On the initiative of the Ministry of Dutch Culture, the International Cultural Centre (I.C.C.) was established in the former Royal Palace on the Meir in Antwerp in 1970. This I.C.C. was the first public institute for contemporary art in Flanders, followed five years later by the Museum for Contemporary Art in Gent. According to Ludo Bekkers, the first director of the centre, it should become a space where anything is possible, from more traditional events such as exhibitions and concerts to happenings and ‘theatre workshops’ for children and adults. The focus was on contemporary art, but because the idea had developed from the notion of a cultural centre, there was – as is appropriate in that context – also room for concerts, poetry, all kinds of courses, etc. Especially in the period from 1972 to 1981, under the direction of Flor Bex, the centre evolved into a dynamic meeting place for art(ists) and public. Therefore, this initial period of the I.C.C. may be considered to be the immediate forerunner of the MuHKA. The MuHKA is actually the official heir of the I.C.C. The latter's important documentation centre, the library and videotheque were incorporated in the MuHKA. In addition, the I.C.C. period was the basis for the collection. --http://www.muhka.be/museum_historiek.php?la=en&date=&id=&subbase=historiek&jaartal=&jaargang=&letter=&person_id=&work_id= [Jul 2004]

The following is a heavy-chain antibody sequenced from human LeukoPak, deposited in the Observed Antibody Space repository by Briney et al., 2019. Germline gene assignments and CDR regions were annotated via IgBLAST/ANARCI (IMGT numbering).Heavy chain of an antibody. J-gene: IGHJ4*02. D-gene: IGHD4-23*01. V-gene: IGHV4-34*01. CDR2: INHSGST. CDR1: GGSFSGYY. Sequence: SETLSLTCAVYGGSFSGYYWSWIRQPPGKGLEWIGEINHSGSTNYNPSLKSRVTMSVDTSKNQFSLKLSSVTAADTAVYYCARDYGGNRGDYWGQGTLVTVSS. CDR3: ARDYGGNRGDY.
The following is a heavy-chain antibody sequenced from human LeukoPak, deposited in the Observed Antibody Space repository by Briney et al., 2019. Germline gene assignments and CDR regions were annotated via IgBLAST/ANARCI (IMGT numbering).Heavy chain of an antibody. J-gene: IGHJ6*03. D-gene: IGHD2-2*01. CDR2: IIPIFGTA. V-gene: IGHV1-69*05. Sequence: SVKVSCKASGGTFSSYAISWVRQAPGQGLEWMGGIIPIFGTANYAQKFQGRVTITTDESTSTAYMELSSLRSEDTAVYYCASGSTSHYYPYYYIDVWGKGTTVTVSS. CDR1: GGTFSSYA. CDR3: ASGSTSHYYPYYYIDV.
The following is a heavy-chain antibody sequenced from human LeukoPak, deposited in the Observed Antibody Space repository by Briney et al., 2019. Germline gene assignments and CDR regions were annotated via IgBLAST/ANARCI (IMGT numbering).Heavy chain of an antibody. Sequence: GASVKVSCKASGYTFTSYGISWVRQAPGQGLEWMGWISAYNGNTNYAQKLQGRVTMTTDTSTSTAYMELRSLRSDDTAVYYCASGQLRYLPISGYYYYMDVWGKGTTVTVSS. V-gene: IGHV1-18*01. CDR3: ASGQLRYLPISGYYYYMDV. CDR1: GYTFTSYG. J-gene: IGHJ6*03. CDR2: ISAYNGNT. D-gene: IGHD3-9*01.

Gordon Matta-Clark

    The American artist Gordon Matta-Clark (1943-78), who trained as an architect, used the urban environment and more specifically buildings as material. He arranged empty premises by, among other things, cutting out fragments. With his interventions he transformed architecture into sculpture, he exposed the soul of a building: to convert a place into a state of mind.